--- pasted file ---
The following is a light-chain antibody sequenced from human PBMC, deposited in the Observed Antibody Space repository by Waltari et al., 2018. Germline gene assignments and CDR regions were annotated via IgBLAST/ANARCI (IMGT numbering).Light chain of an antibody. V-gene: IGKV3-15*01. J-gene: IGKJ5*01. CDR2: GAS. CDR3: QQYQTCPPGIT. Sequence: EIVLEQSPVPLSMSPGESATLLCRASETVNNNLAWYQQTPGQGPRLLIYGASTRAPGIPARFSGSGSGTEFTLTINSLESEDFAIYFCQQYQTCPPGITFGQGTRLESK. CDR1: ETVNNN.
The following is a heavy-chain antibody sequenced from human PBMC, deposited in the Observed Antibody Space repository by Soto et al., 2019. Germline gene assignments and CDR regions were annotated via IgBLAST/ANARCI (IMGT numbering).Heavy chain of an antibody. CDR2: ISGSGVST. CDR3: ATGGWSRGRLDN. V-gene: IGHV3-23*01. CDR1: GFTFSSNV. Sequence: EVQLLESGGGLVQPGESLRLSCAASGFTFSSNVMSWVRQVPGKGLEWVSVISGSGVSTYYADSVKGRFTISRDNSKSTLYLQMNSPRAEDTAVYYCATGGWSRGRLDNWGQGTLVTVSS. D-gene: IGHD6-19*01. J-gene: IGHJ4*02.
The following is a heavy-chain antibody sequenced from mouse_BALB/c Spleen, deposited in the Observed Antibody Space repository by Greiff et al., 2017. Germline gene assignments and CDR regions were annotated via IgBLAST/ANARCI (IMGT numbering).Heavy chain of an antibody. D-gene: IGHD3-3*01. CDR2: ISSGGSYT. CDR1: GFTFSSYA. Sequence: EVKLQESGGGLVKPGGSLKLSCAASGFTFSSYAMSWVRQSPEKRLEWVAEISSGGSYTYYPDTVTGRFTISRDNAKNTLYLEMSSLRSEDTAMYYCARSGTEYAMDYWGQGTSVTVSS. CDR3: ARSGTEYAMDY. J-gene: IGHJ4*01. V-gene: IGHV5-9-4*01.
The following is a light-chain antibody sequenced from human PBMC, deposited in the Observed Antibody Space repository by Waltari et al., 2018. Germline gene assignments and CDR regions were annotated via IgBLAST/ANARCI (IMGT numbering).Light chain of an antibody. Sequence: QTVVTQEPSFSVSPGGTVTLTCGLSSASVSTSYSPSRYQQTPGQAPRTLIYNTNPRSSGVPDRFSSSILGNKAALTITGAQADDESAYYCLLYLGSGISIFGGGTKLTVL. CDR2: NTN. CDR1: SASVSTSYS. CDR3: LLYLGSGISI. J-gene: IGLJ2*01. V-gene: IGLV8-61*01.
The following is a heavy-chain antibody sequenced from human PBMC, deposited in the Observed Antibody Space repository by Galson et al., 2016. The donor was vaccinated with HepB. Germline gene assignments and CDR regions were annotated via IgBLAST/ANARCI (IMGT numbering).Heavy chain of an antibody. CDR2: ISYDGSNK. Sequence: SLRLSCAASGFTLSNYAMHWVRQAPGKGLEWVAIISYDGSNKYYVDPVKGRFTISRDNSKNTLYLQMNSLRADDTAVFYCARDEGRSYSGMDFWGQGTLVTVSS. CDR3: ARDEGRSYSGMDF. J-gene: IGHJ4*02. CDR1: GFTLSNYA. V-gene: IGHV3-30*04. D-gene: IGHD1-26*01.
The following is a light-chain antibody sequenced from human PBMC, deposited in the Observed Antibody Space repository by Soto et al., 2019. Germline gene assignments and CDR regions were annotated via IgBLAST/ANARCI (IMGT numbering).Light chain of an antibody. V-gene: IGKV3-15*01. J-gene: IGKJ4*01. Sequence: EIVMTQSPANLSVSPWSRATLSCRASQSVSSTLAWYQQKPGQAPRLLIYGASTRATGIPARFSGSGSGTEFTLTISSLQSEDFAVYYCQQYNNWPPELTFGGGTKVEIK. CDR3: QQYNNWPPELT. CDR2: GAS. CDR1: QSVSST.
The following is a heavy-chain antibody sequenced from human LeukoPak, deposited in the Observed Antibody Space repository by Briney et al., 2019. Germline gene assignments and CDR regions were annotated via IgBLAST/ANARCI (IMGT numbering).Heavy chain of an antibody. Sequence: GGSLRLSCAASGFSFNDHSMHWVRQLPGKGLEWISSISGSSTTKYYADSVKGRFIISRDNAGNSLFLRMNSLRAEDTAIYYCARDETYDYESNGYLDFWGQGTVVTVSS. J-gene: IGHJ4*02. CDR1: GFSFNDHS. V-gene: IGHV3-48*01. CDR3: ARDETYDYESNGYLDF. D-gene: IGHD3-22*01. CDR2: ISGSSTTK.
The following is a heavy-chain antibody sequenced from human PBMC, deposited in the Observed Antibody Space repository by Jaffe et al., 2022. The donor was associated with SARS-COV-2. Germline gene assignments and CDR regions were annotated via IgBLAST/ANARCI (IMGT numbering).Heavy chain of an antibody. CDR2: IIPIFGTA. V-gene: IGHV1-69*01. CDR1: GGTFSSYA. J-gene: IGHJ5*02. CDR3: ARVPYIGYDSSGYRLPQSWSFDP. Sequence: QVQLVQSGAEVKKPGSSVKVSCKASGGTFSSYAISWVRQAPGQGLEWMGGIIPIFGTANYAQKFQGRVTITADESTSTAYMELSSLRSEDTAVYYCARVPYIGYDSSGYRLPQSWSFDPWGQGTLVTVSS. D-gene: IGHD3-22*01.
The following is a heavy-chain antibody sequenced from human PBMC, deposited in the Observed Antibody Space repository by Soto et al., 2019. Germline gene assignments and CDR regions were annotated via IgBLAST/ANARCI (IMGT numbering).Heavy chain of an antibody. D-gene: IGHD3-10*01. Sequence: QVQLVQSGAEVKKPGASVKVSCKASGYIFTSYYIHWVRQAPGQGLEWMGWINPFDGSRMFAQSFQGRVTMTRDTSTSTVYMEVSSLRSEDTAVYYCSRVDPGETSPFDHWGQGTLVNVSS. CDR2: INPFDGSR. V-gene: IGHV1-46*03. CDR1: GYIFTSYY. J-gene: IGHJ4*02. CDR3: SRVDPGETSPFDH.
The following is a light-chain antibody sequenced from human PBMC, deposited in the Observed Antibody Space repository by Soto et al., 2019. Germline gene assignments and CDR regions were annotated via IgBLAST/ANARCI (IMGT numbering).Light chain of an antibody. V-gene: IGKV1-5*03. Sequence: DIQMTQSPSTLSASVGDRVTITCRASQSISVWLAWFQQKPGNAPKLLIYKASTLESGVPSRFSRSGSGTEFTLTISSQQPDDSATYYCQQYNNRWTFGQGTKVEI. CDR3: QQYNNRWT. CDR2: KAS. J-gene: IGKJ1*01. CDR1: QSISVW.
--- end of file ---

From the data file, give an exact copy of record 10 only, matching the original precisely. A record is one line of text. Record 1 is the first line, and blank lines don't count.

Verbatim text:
The following is a light-chain antibody sequenced from human PBMC, deposited in the Observed Antibody Space repository by Soto et al., 2019. Germline gene assignments and CDR regions were annotated via IgBLAST/ANARCI (IMGT numbering).Light chain of an antibody. V-gene: IGKV1-5*03. Sequence: DIQMTQSPSTLSASVGDRVTITCRASQSISVWLAWFQQKPGNAPKLLIYKASTLESGVPSRFSRSGSGTEFTLTISSQQPDDSATYYCQQYNNRWTFGQGTKVEI. CDR3: QQYNNRWT. CDR2: KAS. J-gene: IGKJ1*01. CDR1: QSISVW.